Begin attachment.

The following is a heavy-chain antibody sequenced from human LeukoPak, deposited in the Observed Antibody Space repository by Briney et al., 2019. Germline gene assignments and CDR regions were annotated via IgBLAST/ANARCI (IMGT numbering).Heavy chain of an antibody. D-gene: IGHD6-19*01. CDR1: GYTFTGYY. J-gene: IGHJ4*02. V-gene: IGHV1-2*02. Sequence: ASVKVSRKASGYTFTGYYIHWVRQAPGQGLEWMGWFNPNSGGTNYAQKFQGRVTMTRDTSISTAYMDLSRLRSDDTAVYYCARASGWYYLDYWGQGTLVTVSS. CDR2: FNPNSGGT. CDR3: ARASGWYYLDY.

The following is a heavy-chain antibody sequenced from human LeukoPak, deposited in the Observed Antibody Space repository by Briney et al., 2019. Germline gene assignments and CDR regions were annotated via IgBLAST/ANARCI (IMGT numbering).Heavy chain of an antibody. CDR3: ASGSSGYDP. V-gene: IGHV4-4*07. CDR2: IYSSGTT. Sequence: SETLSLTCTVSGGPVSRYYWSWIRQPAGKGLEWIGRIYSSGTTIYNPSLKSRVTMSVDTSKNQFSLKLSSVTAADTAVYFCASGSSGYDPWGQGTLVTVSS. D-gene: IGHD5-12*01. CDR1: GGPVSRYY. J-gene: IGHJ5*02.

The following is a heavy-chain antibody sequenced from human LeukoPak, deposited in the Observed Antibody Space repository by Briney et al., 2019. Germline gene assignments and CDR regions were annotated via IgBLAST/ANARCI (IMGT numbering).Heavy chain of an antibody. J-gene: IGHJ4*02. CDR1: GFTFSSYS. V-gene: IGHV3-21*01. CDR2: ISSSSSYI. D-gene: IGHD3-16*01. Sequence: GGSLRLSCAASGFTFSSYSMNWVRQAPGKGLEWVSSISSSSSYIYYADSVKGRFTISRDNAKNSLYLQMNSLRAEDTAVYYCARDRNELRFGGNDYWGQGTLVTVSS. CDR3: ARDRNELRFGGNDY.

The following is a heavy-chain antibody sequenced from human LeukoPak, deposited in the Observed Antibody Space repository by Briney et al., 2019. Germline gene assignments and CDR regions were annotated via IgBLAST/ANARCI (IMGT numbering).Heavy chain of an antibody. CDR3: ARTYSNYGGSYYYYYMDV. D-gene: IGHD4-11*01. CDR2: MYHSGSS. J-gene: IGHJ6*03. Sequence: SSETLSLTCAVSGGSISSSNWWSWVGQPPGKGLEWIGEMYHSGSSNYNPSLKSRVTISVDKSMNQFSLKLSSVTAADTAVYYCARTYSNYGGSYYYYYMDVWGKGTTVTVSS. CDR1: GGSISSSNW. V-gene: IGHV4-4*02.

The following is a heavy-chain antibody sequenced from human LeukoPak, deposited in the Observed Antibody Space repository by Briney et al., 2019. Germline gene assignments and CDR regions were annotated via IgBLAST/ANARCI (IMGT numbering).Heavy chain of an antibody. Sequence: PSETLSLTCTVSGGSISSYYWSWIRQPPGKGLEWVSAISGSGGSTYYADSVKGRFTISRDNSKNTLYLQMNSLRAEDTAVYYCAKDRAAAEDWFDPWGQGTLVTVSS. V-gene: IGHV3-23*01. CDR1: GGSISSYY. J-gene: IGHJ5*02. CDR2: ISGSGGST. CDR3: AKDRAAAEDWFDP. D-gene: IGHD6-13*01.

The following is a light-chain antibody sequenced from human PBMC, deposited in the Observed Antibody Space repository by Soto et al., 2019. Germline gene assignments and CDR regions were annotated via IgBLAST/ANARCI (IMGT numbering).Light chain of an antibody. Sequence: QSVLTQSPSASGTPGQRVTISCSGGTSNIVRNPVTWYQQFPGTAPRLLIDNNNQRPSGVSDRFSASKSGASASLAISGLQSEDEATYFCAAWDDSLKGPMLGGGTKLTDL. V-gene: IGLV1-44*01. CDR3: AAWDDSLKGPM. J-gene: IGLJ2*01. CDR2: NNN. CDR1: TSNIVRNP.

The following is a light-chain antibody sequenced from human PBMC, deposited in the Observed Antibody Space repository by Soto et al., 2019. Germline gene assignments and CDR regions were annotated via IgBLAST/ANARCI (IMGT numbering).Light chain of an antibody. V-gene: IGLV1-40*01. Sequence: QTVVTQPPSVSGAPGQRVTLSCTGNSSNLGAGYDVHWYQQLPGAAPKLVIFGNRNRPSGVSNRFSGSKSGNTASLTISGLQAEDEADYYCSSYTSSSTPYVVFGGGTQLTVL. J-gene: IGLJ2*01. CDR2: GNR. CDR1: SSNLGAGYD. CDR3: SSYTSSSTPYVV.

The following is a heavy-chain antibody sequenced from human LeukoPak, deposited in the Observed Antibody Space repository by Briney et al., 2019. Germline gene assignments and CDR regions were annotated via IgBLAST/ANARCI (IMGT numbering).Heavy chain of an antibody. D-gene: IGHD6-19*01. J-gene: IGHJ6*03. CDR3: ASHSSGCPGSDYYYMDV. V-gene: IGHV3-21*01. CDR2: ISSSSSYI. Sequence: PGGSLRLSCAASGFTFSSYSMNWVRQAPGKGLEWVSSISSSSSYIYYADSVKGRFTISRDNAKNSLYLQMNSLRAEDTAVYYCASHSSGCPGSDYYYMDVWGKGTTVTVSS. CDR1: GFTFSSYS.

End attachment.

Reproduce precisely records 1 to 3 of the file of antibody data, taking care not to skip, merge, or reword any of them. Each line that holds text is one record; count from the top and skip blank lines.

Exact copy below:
The following is a heavy-chain antibody sequenced from human LeukoPak, deposited in the Observed Antibody Space repository by Briney et al., 2019. Germline gene assignments and CDR regions were annotated via IgBLAST/ANARCI (IMGT numbering).Heavy chain of an antibody. D-gene: IGHD6-19*01. CDR1: GYTFTGYY. J-gene: IGHJ4*02. V-gene: IGHV1-2*02. Sequence: ASVKVSRKASGYTFTGYYIHWVRQAPGQGLEWMGWFNPNSGGTNYAQKFQGRVTMTRDTSISTAYMDLSRLRSDDTAVYYCARASGWYYLDYWGQGTLVTVSS. CDR2: FNPNSGGT. CDR3: ARASGWYYLDY.

The following is a heavy-chain antibody sequenced from human LeukoPak, deposited in the Observed Antibody Space repository by Briney et al., 2019. Germline gene assignments and CDR regions were annotated via IgBLAST/ANARCI (IMGT numbering).Heavy chain of an antibody. CDR3: ASGSSGYDP. V-gene: IGHV4-4*07. CDR2: IYSSGTT. Sequence: SETLSLTCTVSGGPVSRYYWSWIRQPAGKGLEWIGRIYSSGTTIYNPSLKSRVTMSVDTSKNQFSLKLSSVTAADTAVYFCASGSSGYDPWGQGTLVTVSS. D-gene: IGHD5-12*01. CDR1: GGPVSRYY. J-gene: IGHJ5*02.

The following is a heavy-chain antibody sequenced from human LeukoPak, deposited in the Observed Antibody Space repository by Briney et al., 2019. Germline gene assignments and CDR regions were annotated via IgBLAST/ANARCI (IMGT numbering).Heavy chain of an antibody. J-gene: IGHJ4*02. CDR1: GFTFSSYS. V-gene: IGHV3-21*01. CDR2: ISSSSSYI. D-gene: IGHD3-16*01. Sequence: GGSLRLSCAASGFTFSSYSMNWVRQAPGKGLEWVSSISSSSSYIYYADSVKGRFTISRDNAKNSLYLQMNSLRAEDTAVYYCARDRNELRFGGNDYWGQGTLVTVSS. CDR3: ARDRNELRFGGNDY.